The global charity has produced a league table on the ethical performance of the world’s ten largest food and drinks companies, scoring the firms on seven social and environmental factors. These ranged from transparency of their supply chains and operations to how they protect women’s rights.
The ‘Behind the Brands’ report, concludes that the social and environmental policies of the branded food behemoths, which combined, make US$1bn per day, are “not fit for modern purpose and need a major shake-up”.
“Some companies recognise the business case for sustainability and have made important commitments that deserve praise” said Jeremy Hobbs, executive director for Oxfam International. “But none of the ten biggest food and beverage companies are moving fast enough to turn around a 100-year legacy of relying on cheap land and labour to make mass products at huge profits, with unacceptably high social and environmental costs. No company emerges with a good overall score.”
Giving marks out of 70, ABF was the lowest with 13 points, followed by Kellogg and General Mills, both with a score of 16.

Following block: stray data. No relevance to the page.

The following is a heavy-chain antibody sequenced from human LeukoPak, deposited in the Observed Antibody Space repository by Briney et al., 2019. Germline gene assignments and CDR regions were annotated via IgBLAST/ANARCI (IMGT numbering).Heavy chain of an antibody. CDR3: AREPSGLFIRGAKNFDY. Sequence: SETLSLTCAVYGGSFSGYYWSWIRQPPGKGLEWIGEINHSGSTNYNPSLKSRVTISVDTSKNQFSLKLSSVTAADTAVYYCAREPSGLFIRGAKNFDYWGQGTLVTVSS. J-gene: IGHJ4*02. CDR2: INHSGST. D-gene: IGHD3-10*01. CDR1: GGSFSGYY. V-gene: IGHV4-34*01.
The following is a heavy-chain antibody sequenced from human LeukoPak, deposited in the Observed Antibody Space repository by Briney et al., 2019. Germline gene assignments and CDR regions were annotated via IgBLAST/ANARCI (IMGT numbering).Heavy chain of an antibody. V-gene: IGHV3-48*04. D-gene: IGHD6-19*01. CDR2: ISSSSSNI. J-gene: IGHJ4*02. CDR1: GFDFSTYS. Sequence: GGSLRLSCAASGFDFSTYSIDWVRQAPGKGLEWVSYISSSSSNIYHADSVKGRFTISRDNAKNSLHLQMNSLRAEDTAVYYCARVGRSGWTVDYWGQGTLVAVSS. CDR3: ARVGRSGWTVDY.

The report said neither ABF nor Kellogg had addressed land rights concerns or the poverty and lack of opportunity for women working in the supply chain.
General Mills, it said, showed a “lack of transparency” in the sourcing of its ingredients, only providing information on where it gets its palm oil.
The company that achieved the highest score was Nestle, with 38 marks.
A spokesperson for ABF said the idea that it would use a “veil of secrecy” in order to hide the “human cost” of its supply chain was “simply ridiculous”.
“We treat local producers, communities and the environment with the utmost respect. The company has worked hard for many years, over a wide geography, at all levels of the supply chain to ensure its suppliers meet the highest ethical standards. People the world over, suppliers and otherwise, have all benefited from this over many years. Where issues are found, they are appropriately resolved.”
A spokesperson for General Mills said these were topics the company “cares about”, adding: “We too want to ensure the future of the world’s food supply. We will continue efforts to advance our work in these areas as part of our commitment to global sustainability.”
Kellogg did not return a request for comment at the time of press.